- Computational rules describe how the annotated, structured content created so far is actually traversed. At run time, the rules test whether the semantic and contextual features associated with a content item match the current visitor’s choices and the interaction context. For example, a rule may state that “IF a smart object is placed over an interactive station, THEN play the content item annotated with the theme and language specific for that object.” More complex adaptivity rules can be written to take into account the interaction history, such as “IF a visitor comes to the same place a second time, THEN deliver further details.”
This layered annotation separates the content from the context and fosters modularity and reusability. The same context (interaction rules) can be reused to deliver different stories, for example a traveling exhibition adjusted to the local collection. Similarly, the same content can be delivered in another context, for example on a different configuration of IoT devices.
The same IoT network of sensors and actuators that delivers digital content in the physical space collects the data of the interaction. This log can be exploited to create personalized souvenirs as reminders of the visiting experience and as a means to continue the interaction online: At the end of the visit, the data collected by the smart object that visitors used in the exhibition is read to create a personalized hard-copy postcard (Figure 5). The crafting of personalized souvenirs is an excellent example of combining the flexibility of the digital with the material engagement of the tangible. Techniques derived from text generation have been used to produce short summaries of the individual visit as recorded in the interaction logs; the level of verbosity and the graphical layout could be controlled to produce artifacts as diverse as a visit receipt, a postcard, or a multipage leaflet . The personalized text paired with an evocative graphical layout creates an object to help the visitor remember the visit and retell the experience to others, and invites the visitor to further engage with the museum (Figure 5): “The postcard is a link to what you did and saw. In the end, when you look at it, you think ‘I’ve got to go back!’” “The postcard is not just a souvenir, but a continuation, a bond between the visitor and the curator.” The souvenir materializes the visit and can be a bridge to connect the onsite exhibition with a subsequent online exploration: A unique code on the postcard provides access to a personalized website automatically created on the bases of the log associated with the code. It’s designed to sustain interest and invite a long-term relationship with the cultural institution .
|Figure 5. Content automatically generated for personalized souvenir postcards.|
In meSch we collaborated with more than 40 cultural heritage professionals at different stages of the project, and at different levels of involvement, to co-design and evaluate an accessible authoring environment for content creation . Interesting new directions were suggested, including the use of the platform to engage the audience in the creation of new exhibitions, in the ethos of the participatory museum, or in maker sessions for young visitors as a way to appropriate the exhibition. These scenarios go beyond current skills, concepts, and objectives to change how content is created (e.g., by visitors, for other visitors) and deployed (e.g., for pop-up exhibitions), possibly feeding in fresh ideas for experimenting with different media types, narrative threads and genres, and customization choices, to fill the digital-physical gap in cultural heritage institutions.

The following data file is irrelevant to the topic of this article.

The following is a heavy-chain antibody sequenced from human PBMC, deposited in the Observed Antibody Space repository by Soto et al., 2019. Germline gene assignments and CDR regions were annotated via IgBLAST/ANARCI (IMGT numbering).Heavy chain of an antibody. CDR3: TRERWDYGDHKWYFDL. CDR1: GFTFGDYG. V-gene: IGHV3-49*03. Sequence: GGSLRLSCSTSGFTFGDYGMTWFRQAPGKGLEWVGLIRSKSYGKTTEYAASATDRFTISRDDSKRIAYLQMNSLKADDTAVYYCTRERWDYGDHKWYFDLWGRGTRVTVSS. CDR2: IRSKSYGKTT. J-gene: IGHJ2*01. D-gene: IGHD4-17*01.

meSch (2013–2017) received funding from the European Community’s Seventh Framework Programme, “ICT for access to cultural resources” (ICT Call 9: FP7-ICT-2011-9) under the Grant Agreement 600851.
2. Not, E. and Petrelli, D. Blending customisation, context-awareness and adaptivity for personalised tangible interaction in cultural heritage. International Journal of Human-Computer Studies 114 (2018).
5. Petrelli, D., Marshall, M.T., O’Brien, S., McEntaggart, P., and Gwilt, I. Tangible data souvenirs as a bridge between a physical museum visit and online digital experience. Personal and Ubiquitous Computing (2016), 1–15.
6. Not, E. and Petrelli, D. Empowering cultural heritage professionals with tools for authoring and deploying personalised visitor experiences. User Modeling User Adapted Interaction 29, 1 (2019), 67–120.
Elena Not is a senior research scientist at Fondazione Bruno Kessler, working on the application of ICT technologies to cultural heritage and smart cities. She has a background in computer science and is interested in methods for adaptive information presentation with the integration of different interaction modalities. firstname.lastname@example.org
Daniela Petrelli is a professor in interaction design at Sheffield Hallam University. She started researching technology for heritage in 1996. Her other research interests include personal memories, multilingual and multimedia information access, and visual analytics. Throughout her career she has received 12 international awards. She directed the meSch project. email@example.com